€200m boost for Limerick as work begins on Project Opera

€200m has been assigned to demolition and enabling works that got underway today at the Opera Site.

The demolition and enabling works programme was commenced today with John Sisk & Son Ltd, including creating 3,000 employees across a 450,000 sq ft campus accommodation.

The programme will take up to six years to complete, with up to 500 people involved in construction at peak on the site.

The biggest single commercial property programme investment in Limerick and largest ever outside the capital got underway today at the est. €200m Opera Site. Pictured from left: Aoife Munnelly, Safety Advisor, John Sisk & Son Ltd, David Conway, CEO of Limerick Twenty Thirty, Pat Daly, Chief Executive Limerick City and County Council and Mayor of the City and County of Limerick Michael Collins. Photo: Sean Curtin True Media

Amongst the works programme are the expansions of landmark buildings as well as the refurbishment of over-basement buildings on Rutland St., Ellen st. and Patrick St. for floorspace.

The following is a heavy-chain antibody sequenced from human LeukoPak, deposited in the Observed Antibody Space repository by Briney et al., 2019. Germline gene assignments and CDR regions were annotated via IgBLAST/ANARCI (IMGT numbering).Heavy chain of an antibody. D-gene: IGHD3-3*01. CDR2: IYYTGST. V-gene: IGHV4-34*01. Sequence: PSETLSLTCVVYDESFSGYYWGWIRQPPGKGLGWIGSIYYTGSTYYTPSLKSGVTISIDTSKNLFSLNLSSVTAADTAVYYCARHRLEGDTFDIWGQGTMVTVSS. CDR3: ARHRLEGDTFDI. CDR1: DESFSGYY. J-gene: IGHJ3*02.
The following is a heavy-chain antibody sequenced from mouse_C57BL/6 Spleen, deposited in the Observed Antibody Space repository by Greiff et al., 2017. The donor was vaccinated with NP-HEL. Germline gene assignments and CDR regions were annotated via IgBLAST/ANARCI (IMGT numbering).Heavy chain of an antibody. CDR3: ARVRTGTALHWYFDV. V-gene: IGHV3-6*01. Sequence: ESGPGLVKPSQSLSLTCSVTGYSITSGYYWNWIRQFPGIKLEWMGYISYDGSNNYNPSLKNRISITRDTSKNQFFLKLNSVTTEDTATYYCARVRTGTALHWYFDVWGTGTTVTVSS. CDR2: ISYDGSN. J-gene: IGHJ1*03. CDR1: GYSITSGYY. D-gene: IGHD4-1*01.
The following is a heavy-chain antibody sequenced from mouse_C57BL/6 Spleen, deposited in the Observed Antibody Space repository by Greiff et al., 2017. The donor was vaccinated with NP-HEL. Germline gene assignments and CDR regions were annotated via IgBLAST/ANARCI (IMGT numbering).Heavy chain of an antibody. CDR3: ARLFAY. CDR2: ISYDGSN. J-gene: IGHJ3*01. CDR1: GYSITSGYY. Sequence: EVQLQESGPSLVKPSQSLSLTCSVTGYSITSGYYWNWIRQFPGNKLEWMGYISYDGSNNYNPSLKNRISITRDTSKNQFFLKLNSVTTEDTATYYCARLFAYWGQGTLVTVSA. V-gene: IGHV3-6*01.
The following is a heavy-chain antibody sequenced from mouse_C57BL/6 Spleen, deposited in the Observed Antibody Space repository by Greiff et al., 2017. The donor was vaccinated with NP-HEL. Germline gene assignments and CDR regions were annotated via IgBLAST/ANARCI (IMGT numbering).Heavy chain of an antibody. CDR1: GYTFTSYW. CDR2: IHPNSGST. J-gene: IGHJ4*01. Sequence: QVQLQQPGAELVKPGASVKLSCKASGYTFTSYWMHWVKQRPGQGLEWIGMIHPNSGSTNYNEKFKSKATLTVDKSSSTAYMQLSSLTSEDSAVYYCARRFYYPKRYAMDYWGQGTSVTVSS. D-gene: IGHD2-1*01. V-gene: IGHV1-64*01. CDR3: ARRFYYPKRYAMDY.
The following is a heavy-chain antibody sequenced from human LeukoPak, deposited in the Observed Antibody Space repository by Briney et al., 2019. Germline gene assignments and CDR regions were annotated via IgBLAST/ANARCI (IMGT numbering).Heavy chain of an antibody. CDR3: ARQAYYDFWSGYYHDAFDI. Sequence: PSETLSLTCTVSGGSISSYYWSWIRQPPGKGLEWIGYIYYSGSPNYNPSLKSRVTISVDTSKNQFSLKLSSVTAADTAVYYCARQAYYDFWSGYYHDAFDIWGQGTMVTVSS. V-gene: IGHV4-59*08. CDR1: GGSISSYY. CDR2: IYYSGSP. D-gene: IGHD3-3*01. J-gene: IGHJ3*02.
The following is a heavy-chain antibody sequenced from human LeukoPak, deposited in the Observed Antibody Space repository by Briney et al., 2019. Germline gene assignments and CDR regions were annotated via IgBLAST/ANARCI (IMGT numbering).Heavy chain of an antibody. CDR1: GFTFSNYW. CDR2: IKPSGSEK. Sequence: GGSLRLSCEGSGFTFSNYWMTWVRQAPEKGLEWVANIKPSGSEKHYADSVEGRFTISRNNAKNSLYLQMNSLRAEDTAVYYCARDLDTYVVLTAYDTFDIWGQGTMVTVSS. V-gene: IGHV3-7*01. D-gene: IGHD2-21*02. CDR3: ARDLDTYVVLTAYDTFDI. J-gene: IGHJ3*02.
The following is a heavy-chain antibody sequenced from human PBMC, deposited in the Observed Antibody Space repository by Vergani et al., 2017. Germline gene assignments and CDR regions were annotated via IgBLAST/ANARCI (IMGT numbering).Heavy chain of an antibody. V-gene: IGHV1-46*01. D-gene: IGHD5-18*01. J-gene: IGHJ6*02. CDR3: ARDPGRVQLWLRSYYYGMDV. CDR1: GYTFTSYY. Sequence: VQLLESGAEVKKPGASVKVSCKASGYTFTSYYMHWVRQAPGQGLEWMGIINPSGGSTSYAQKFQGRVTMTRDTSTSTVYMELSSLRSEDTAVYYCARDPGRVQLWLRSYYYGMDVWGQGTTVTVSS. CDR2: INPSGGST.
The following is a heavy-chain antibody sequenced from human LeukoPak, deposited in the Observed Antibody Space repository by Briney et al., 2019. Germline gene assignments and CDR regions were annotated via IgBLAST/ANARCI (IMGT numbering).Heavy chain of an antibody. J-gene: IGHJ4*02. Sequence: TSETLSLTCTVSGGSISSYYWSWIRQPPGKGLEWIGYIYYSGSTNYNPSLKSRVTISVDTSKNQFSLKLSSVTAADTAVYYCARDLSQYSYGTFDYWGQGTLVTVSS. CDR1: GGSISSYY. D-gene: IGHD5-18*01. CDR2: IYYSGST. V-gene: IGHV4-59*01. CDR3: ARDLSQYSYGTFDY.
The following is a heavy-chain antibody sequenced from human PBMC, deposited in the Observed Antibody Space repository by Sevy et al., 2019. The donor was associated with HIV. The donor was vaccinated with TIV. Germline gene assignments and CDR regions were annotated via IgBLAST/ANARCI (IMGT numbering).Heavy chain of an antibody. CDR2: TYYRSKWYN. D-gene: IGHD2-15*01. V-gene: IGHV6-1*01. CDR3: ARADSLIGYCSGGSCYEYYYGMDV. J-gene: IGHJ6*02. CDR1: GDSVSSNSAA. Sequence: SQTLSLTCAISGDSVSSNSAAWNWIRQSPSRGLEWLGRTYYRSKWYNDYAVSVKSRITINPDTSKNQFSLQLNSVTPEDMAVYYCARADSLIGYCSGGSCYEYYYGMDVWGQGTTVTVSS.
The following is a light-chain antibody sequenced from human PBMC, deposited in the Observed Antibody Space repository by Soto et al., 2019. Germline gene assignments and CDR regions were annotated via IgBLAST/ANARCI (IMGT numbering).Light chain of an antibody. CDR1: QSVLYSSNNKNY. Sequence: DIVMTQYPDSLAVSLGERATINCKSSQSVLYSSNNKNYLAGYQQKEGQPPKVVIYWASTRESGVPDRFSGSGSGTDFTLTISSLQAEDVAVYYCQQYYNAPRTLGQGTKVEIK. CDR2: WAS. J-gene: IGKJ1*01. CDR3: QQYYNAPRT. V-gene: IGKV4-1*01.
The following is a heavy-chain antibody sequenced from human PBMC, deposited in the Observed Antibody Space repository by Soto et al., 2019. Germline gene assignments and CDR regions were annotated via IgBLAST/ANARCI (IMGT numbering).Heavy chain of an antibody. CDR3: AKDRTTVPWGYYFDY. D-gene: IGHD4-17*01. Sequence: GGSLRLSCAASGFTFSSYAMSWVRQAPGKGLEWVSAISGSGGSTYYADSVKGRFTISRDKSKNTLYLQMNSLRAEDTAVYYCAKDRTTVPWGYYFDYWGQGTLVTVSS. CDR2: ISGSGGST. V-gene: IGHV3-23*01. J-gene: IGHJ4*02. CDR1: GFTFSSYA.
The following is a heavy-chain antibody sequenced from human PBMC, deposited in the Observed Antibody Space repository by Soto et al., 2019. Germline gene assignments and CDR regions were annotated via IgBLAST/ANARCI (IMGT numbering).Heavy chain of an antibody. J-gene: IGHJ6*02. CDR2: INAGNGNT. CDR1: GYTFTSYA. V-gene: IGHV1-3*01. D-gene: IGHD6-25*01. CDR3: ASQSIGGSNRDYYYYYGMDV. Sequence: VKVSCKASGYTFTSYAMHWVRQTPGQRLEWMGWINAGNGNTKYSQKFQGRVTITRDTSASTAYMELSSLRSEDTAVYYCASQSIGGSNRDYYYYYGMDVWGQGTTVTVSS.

The Opera Site sets out three goals:

  • To boost employment by creating  3,000 employees, with 500 people involved in construction at its peak.
  • To provide optimal space for customers by securing car and cycle parking spaces, together with shower and changing facilities; additional secure cycle parking spaces at ground level.
  • To maximise facilities for customers by including the new city library; aparthotel, retail and apartments and the Revenue Building & Granary developments.

David Conway, CEO of Limerick Twenty Thirty stated that this programme of work is set to begin today will make significant employment of up to 3,000 people and  a huge long term benefit to Limerick and the region.

The Opera site will be developed to best practice sustainability standards under the LEED Gold and Nearly Zero Energy Building (NZEB) standards.

The site is being developed  by Limerick Twenty Thirty DAC (LTT), a vehicle established by Limerick City and County Council to stimulate economic and social growth in Limerick.

Another key recommendation is the demolition of all 20th century buildings and later additions, the adaptive re-use of the Protected Structures and other structures of heritage value.

“It is also going to have a very positive ripple effect for a long time to come and way beyond the city but out into the county and into the region.  I’m looking forward to that impact taking hold,” added Minister of State with responsibility for Office of Public Works Patrick O’Donovan.

Welcoming the commencement, Mayor of the City and County of Limerick Michael Collins said: “This is a very exciting day for Limerick City and County Council, for Limerick Twenty Thirty but, most of all, for Limerick and the wider Mid-West region. ”

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